The majority of teachers in public schools have reported for duty after the Public Service Commission (PSC) threatened to fire them.
Last week, the PSC gave striking teachers up to 22 February to resume work or else be regarded as voluntarily resigned.
In an interview with State media on Tuesday, Primary and Secondary Education communication and advocacy director, Taungana Ndoro expressed satisfaction with the teacher turnout. He said:
We have received reports from all the provinces and we are happy to say that teachers who turned for duty were more than 60 per cent and that’s more than the number of teachers who turned out when schools reopened.
This is an encouraging number and we will continue monitoring the situation.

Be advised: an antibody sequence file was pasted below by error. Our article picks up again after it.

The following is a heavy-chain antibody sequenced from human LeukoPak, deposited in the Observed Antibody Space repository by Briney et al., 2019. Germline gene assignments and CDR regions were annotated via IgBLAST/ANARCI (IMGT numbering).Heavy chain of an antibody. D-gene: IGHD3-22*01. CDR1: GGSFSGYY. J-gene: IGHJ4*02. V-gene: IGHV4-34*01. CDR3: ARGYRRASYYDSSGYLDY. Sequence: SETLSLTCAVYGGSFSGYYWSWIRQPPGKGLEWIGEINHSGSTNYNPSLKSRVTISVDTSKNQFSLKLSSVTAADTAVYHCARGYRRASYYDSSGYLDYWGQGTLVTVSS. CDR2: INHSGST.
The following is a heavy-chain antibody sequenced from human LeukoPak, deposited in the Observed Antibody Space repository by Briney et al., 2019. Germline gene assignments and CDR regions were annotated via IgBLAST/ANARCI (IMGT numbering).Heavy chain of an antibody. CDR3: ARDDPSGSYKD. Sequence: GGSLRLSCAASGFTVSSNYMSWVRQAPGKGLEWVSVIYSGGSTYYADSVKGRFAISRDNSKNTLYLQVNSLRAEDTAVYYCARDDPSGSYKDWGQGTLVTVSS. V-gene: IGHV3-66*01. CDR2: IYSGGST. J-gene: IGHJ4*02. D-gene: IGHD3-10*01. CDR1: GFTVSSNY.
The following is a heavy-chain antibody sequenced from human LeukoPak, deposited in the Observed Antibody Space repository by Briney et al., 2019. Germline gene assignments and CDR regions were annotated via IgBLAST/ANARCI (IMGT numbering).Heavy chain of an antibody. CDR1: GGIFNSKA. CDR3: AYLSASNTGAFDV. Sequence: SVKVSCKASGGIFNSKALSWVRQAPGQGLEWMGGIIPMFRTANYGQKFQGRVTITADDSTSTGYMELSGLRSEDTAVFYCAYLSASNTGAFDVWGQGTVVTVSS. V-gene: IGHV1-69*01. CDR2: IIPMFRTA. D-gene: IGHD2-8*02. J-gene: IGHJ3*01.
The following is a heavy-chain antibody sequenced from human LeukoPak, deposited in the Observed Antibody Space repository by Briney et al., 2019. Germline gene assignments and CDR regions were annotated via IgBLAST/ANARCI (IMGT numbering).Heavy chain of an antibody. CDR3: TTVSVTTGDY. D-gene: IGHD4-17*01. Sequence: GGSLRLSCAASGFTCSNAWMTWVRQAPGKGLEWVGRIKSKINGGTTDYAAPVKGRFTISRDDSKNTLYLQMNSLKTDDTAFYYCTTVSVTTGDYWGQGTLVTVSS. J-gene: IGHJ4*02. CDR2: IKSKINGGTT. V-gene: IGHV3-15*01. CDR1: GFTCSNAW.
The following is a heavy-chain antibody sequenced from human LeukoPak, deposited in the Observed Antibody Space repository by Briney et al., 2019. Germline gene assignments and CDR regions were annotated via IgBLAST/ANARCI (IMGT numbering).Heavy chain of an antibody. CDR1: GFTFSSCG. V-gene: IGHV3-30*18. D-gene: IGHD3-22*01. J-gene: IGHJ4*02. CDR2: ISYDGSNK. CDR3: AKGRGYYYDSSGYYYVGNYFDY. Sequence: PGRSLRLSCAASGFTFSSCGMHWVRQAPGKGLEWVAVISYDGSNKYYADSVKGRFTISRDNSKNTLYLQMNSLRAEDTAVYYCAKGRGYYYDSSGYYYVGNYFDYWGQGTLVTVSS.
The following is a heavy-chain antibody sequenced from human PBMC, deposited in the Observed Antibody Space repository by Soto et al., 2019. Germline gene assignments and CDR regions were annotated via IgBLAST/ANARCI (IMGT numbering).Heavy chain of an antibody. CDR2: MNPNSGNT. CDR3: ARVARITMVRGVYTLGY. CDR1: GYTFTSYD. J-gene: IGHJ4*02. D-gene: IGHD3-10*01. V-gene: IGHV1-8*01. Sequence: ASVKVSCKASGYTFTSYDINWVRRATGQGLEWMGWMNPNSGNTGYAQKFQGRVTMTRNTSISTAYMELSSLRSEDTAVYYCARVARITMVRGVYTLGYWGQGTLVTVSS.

Most teachers in public schools failed to report to duty when schools opened for the 2022 first term on 7 February saying they were financially incapacitated.
They have been demanding pre-2018 US dollar salaries of up to US$540 but the Government offered them US$100 in addition to a US$75 COVID-19 risk allowance and a 20 per cent increment on the Zimbabwe dollar component of their salaries.
Zimbabwe Teachers Association (ZIMTA) national secretary-general Goodwill Taderera also said the majority of their members had reported for duty across the country. He added:
You see, we are obviously not happy with the salary we are getting as teachers. We are still maintaining that we go back to the pre-2018 salary structure.
Progressive Teachers Union of Zimbabwe (PTUZ) leader, Takavafira Zhou, said that they had resolved that teachers return to work while they continue pushing for the restoration of their salaries. He said:
Collated evidence from provinces revealed that the best protection from the employer is the unity of purpose in diversity and therefore teachers must return to schools as we continue fighting for US$540.